Marvel is finally opening up the can of worms that is Marc Spector, aka Moon Knight in a new television series on Disney+, but if you aren't familiar with the character you aren't alone. Moon Knight is very much a cult favorite in the Marvel Comics Universe and has never been as big a hero as the Iron Mans, Captain Americas, and Black Widows of the world. That said, for those who have followed Moon Knight throughout the years, you've likely found an endearing but troubled gold mine of a character that has gone down some very different avenues in the past, and any of them would be interesting to see on the small screen. So, we're giving you a quick crash course on who Moon Knight is and what makes him so different from other heroes.
Moon Knight was actually created by writer Doug Moench and artist Don Perlin as an enemy of Jack Russell in Werewolf by Night in 1975 (specifically issue #32 volume 1). He only appeared in two issues of the series, though readers quickly latched onto the character, and so Marvel would feature him in several books like Spectacular Spider-Man, The Defenders, and more. He wouldn't get his own comic series until 1980, but that series established many of the concepts fans still love to this day.
Those concepts included his origin, which saw him mortally wounded by a man named Raoul Bushman after Bushman murdered an archaeologist in Sudan just to get the potential riches that resided within a tomb he was researching. Spector decided not to help Bushman and tried to help the archeologist's daughter escape, but Bushman beat him within an inch of his life. Spector would make his way to the ancient tomb and died in front of a statue of the Moon God Khonshu, but he didn't stay among the dead. He would return to the living thanks to Khonshu, who now called him to serve as his deliverer of vengeance, and he would then deal with Bushman and become the Moon Knight from that point on.
The other thing introduced in those early runs of the character was the fact that Spector was troubled mentally, and through the years various writers have played with the idea that Spector isn't a servant of Khonshu at all, but is imagining it. That concept was ditched at various points, but the splintered mind element stayed, and thus Spector has three other identities living inside of his mind.
Aside from Spector, who is the former CIA operative and the one who mainly steers the ship, there was also Steven Grant, a rich socialite who can get into places of high society and the rich and famous. There's also Jake Lockley, a cab driver who keeps his ear to the street and often becomes the one in control when Spector can't stomach what needs to be done. The fourth is actually Khonshu himself, or his avatar, who is more even-keeled and pragmatic than Spector and looks to keep the peace between the other personalities.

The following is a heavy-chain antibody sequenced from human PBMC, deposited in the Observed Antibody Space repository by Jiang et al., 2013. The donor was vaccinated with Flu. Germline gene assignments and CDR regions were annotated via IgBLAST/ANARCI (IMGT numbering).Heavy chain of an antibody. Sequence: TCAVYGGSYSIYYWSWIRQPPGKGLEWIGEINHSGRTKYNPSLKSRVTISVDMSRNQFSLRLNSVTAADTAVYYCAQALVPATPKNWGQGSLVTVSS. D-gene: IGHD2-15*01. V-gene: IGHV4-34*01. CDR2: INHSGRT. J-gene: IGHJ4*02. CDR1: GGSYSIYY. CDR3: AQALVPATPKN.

That's not for nothing either, as they all have had various issues coexisting in the past, though at times they also find a way to work together to accomplish one goal. Either way, this process is always compelling, and it's become one of the major reasons why Moon Knight is so different from other superheroes.
While Moon Knight has often been compared to Batman, he wears his emotions more on the outside than the Dark Knight, and that vulnerability and the various personalities in his head can lead to him to some dark places, places that even Batman might not go. Moon Knight isn't afraid to get his hands bloody if the situation calls for it, especially if it involves protecting his trusted ally Jean-Paul Frenchie DuChamp, the love of his life Marlene, or his recently discovered daughter Diatrice, who is actually the daughter of Marlene and Jake and was hidden from him by ...well, himself. Yeah, I told it gets screwed up sometimes.
As for what Moon Knight can do, that at times depends on the writer, but overall he is actually not superpowered at all. The character's history involves not only his time in the CIA but also his experience as a heavyweight boxing champ, and since then he's added several other forms of martial arts and combat to his arsenal. He's also skilled with all sorts of weapons, both melee and ranged, and has fashioned them into customized versions that don't put safety first in any way.
His greatest asset though might be his fighting style though, which is all about putting his own safety aside and intimidation. You see this in a fight against Taskmaster, who can't stand mimicking Moon Knight due to his willingness to take lots of punishment so he can just keep hitting, and he often makes it work. That was apparent in this throwdown between the two, as Taskmaster continues to be surprised at what Moon Knight can take and ends up regretting ever taking this assignment.
Moon Knight is much more of a street-level hero, but he does get around in style, using various vehicles like the MOoncopter and Angelwing and even a slick white limousine at one point, and we're definitely curious to see if any of those make it into the show.
Alright, so that's Moon Knight in a nutshell, but there's plenty more to explore with the character, so make sure to come back to ComicBook.com for more Moon Knight analysis. Let us know what you love about Moon Knight in the comments and you can always hit me up on Twitter @MattAguilarCB for all things Moon Knight!